As he returns to his chair, there's an extra bit of jostle in his step. She listens to the newly familiar jiggle of change in his pockets as he walks. The sound of HD.

She continues watching him, and he's more mesmerizing, and in some ways more horrifying, than anything on the news. He's like a train wreck or a car accident or a house fire, and she's the eyewitness, the rubbernecker who can't look away.

Next, his left arm flings up as if he's a nerdy student raising his hand in class. Then he bends his arm at the elbow and scratches his head as if he just happened to have a little itch. This is one of his signature moves. If you didn't know he had Huntington's, you'd think this guy must have a raging case of dandruff or head lice, or he's just plain weird. He doesn't seem to be consciously aware of his involuntary ticks or even his oh-I-totally-meant-to-do-that improvisations. He doesn't glance over at Katie to see whether she noticed. He doesn't seem embarrassed or fazed in any way. He simply continues watching the news as if nothing mentionable just happened. Nothing to see here. Certainly not any symptoms of an inherited, progressive, lethal neurodegenerative disease with no cure.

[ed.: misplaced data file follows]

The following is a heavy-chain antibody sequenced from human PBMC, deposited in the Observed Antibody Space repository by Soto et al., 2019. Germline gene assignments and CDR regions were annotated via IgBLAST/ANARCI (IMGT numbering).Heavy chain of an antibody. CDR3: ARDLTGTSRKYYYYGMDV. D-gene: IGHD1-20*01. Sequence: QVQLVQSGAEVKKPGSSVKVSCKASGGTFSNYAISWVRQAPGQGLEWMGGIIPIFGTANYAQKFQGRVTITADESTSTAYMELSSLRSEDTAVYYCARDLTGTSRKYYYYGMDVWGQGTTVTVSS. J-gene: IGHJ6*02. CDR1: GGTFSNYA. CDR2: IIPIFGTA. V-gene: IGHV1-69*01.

Final Thoughts:

Lisa is a great storyteller, but in addition to being sucked right into each and every one of her novels, I come away from the books with knowledge about the particular disease addressed, as well as an empathetic awareness for the victims. While all of her books have tugged (quite strongly!) at my heartstrings, I look forward to each new release, eager to see what she has researched and prepared for her audience. Folks, this one's a keeper to be re-read and passed around. Highly recommend. 

Visit Lisa's website to learn more about Huntington's Disease.


  1. Still Alice was so devastating, I'm worried I'm not up for a book like that again...